All right, I’m feeling a little mopey.
“Anyway …” I have to wait for them to quit fawning over each other before continuing, “We haven’t come up with the latest trope yet, but I have to choose one soon. Maggie wants the next book by the holidays, so they can release it in the new year.”
“And her agent wants to negotiate a new contract in the new year too.”
That’s more like it. I knew I brought Hayley for a reason.
“That’s wonderful! So, this new writing style has translated into higher sales then?” Grandmother raises her martini to me with a genuine, warm smile.
“It looks that way. Maggie’s happy, which means the publisher’s happy. Which means I’m happy.”
Her eyes narrow ever so slightly. “Are you sure about that?”
Darn her. She’s so grandmotherly when she feels like it.
“Why wouldn’t I be?” My smile’s a little tight. I have to consciously loosen it. “No, really, I’m thrilled. I am. Life is good. And I could easily write ten books based on what I’ve seen and done so far.”
When Hayley chokes a little on her salad, I realize what I just said.
“I mean, you know, going places. Not. Like. Doing it. Not sex things.” Yeah, that cleared things up. I’m not blushing harder than ever or anything like that.
Grandmother, meanwhile, doesn’t care one way or another. “If anything, I’d rather see you getting something more than a royalty check out of this. A good lay has a way of smoothing out any rough spots.”
Which is when Hayley starts full-on choking, to the point where I’m pretty sure she’ll need the Heimlich maneuver.
“No, no, I’m fine,” she manages, red-faced and watery-eyed. “Just went down the wrong pipe.”
“Did I say something wrong?” Grandmother is all innocence, though I know better than to believe her. “I thought I was speaking the truth. You strike me as two modern, forward-thinking young women.”
Hayley jerks a thumb in my direction after sipping water to clear her throat. “We are. Well, I am. I’m not so sure about this one.”
“Hush. I’m modern and forward-thinking.”
“In theory, if not in practice.” Hayley grins.
“Uh, I didn’t think there was anything wrong with that.”
“And there isn’t.” Grandmother laughs indulgently. “In fact, I commend Kathryn’s good sense. It’s one thing to know something is possible. It’s another to know whether it’s a good idea for oneself. Self-awareness is a commendable quality.”
And Hayley gets a smug look from me.
Except my grandmother isn’t finished. “On the other hand …”
“I should’ve known,” I mutter.
“There’s something to be said for expanding one’s horizon. Stretching yourself. Seeing what you’re capable of. So many of our so-called limitations are self-imposed. We are all capable of far more than we give ourselves credit for.”
Hayley rests her chin in her palm, watching and listening and soaking up every word. I’m pretty sure she’s decided to be my grandmother when she grows up. Awkward since I made that decision for myself a long time ago. We’ll walk around in our seventies, looking like clones of each other in Chanel and diamonds.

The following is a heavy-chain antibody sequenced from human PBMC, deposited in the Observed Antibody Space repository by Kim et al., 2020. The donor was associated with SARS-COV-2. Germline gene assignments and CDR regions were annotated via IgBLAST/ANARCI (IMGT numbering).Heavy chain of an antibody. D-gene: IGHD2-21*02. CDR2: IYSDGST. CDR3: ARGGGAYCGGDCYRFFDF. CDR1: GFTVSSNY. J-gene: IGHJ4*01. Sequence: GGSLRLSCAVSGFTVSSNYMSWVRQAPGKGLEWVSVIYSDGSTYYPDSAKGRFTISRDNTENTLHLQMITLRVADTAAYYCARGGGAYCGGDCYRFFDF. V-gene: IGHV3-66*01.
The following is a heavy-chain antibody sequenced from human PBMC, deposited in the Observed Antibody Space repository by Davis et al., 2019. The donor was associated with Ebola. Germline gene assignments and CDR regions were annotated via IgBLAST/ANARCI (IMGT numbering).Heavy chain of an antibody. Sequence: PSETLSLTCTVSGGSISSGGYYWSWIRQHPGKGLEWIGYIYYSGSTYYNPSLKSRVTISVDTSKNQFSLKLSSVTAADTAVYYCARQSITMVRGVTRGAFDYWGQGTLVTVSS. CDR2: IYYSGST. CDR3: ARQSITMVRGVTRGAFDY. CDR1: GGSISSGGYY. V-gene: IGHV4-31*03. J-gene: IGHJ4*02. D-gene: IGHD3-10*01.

We could do a lot worse. I’m almost, sort of looking forward to it.
“That’s why I’m stretching out of my comfort zone for these projects. I know I was wrong to throw such a hissy fit at first.”
Hayley snorts. “You? Throw a hissy fit? The hell you say.”
“Shut up. Anyway, I’m glad things are working out. I hated it at the time, but look, I’m still alive. It hasn’t killed me.” Yet. Hasn’t killed me yet.
Here’s the thing: I’m a girl who, until roughly eight months ago when my editor ordered me to start dating around or else lose my career, hadn’t dated anyone since college, except for a few one-offs, which went miserably. I’m just no good at casual dating. I always end up liking a guy too much, too soon, and feeling like the world’s biggest moron in the end.
Except for my last dating disaster, which was doomed to fail from the beginning. Granted, I knew there was no future for us when I went into it.
Okay, okay, I knew it but didn’t want it to be true. I mean, who in their right mind wouldn’t want, just a little, to end up married and neck deep in babies alongside their adolescent crush? Who just happened to, at one time, be an international superstar? Talk about living the dream.
But that’s the thing about dreams. They very rarely pan out once it’s time to wake up. My hurt feelings after the Dustin situation didn’t stem from falling in love and having my heart broken, but from knowing he was pretty much telling me what I wanted to hear just to get me into bed—and his name into my book.
Neither of which happened. Too bad.
I don’t think I’m cut out for casual dating. I really don’t think so. Call me a serial monogamist or an optimist or a dork who can’t hang in modern times. Whatever. It’s how I’m built.
But work must be done, which to my agent means dating must be done. Which means I must keep stretching beyond my comfort zone. If I’m not careful, I’m going to owe the dentist a lot of money after gritting my teeth so much.
“Speaking of which …” Hayley reaches for her purse, where I know she has the spinner all ready and waiting.
There’s a reason she keeps it rather than letting me have it. She knows I’ll conveniently lose it.
“Oh, you’re going to choose now?” I’m surprised Grandmother doesn’t clap with excitement. “I get to witness this? How thrilling.”
“Why don’t you give it a spin for good luck?” I suggest. It can’t hurt.
“Me?” Her eyes are perfectly round, one hand to her chest.
You’d think I asked her to perform open-heart surgery.
“Sure, go ahead.” Hayley hands it to her with a look at me. “Now, you can’t blame her if she lands on Santa.”
Again with this. The girl won’t be satisfied until I’m bouncing in Santa’s lap. “I think this book would be released a little late for sexy Santa to be a worthwhile trope. Sorry about that.”
We watch and wait while the list of potential tropes scrolls past on the little screen. Single daddy, bad boy, firefighter, lawyer, police, construction worker, motorcycle club, athlete … it’s dizzying.